Connecting the UK's regions

Smart Cities | Marie Escaich on February 15, 2017

In May 2017, six regions in the UK will be holding elections for the newly created combined authority mayors. With greater autonomy over the local economy, transport, planning and housing, the new mayors will shift the locus of power from Whitehall and make decisions based on the individual needs of their area.

This devolution of power provides a fresh opportunity for local initiatives to come to fruition, backed by regionally-led strategic investment. And with new industry hubs popping up across the UK, this could not come at a better time.

Over the past year, the different regions have started to build their own identities: while Manchester is flourishing as a creative hub, with the BBC and ITV now based at MediaCity UK, Bristol is leading the smart city curve in the UK.

MediaCity UK orange tower2.pngOne thing that each of these regions has in common is the demand for strong connectivity infrastructure. Technology plays a crucial role in modern business, and the impact of poor connectivity on productivity and growth can be damaging, or even fatal, to a company.

In a survey of northern technology professionals on the future of Manchester as a tech hub, as many as 10% raised concerns that the city’s poor connectivity discourages local entrepreneurs from starting a technology business, gives a poor impression of the city to potential investors, and  deters businesses from operating in the city.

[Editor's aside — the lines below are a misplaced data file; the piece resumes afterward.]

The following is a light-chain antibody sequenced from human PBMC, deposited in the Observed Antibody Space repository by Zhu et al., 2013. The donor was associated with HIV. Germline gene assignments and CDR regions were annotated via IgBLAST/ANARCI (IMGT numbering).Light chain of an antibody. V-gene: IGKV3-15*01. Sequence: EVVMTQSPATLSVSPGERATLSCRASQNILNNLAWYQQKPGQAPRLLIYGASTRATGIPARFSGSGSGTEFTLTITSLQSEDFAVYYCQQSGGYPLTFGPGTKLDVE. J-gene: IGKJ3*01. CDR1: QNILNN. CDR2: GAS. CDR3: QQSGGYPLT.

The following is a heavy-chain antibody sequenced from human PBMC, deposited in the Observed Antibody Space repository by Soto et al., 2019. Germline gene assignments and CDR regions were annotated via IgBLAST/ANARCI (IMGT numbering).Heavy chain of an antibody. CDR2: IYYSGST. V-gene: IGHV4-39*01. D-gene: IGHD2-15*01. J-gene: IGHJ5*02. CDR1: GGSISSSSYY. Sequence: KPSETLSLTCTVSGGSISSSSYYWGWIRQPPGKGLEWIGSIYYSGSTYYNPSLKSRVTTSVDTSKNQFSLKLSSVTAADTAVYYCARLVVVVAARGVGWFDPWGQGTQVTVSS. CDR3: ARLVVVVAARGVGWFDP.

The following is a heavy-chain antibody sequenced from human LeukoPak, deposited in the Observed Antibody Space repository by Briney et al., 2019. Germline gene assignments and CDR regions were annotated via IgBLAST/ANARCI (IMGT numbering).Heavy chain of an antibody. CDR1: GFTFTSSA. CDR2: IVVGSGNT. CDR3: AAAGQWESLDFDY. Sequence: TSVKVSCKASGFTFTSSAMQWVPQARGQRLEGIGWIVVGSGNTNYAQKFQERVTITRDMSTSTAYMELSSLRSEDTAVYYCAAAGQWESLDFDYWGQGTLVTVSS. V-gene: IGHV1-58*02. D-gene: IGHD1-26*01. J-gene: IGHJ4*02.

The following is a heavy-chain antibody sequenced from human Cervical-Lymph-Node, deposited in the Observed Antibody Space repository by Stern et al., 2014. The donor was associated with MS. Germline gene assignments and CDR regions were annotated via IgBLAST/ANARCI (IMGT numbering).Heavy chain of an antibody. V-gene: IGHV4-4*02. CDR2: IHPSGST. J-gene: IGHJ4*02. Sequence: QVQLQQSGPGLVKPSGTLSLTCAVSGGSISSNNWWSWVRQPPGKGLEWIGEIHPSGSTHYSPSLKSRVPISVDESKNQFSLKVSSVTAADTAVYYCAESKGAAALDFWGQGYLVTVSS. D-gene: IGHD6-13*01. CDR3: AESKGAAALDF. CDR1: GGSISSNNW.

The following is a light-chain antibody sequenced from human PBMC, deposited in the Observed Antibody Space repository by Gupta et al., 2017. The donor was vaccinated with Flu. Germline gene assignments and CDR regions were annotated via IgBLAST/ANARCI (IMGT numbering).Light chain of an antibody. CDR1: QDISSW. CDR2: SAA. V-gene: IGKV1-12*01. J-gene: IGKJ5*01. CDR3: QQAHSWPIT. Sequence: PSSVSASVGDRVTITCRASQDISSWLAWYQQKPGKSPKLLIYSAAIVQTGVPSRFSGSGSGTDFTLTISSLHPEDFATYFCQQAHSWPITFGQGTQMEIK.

Conversely, cities and regions that can demonstrate themselves as connected hubs have massive potential to attract investment and talent. WiredScore’s research found that almost two in five tech professionals believe that improved connectivity would make Manchester a more attractive city to UK-based companies.

As part of a nationwide challenge, the new regional mayors will have a great opportunity to lobby government and ISPs to ensure that the infrastructure in their areas is fit for the modern business.

This will be crucial as the government plans and progresses its 5G roll out. The National Infrastructure Commission already identified that main rail routes, major roads, and urban centres must be prepared– and it will be down to the mayors to work with government and ISPs to ensure that the key infrastructure in their region is ready for 5G.

In the short term, the new mayors should look to the best schemes across the country to inspire future initiatives. The City of London Corporation is just one body that these new mayors should look to to model themselves on. From the Standardised Wayleave which was launched last year to help businesses get connected faster, to free public WiFi of up to 1GB, the City of London Corporation has taken  steps towards supporting better connectivity for businesses and users in the area.

With the opportunity for regional strategic investment, the new mayors have the potentially to finally address the balance in the nation’s connectivity divide and ensure that their local digital economies have the resources from which they can grow and prosper.

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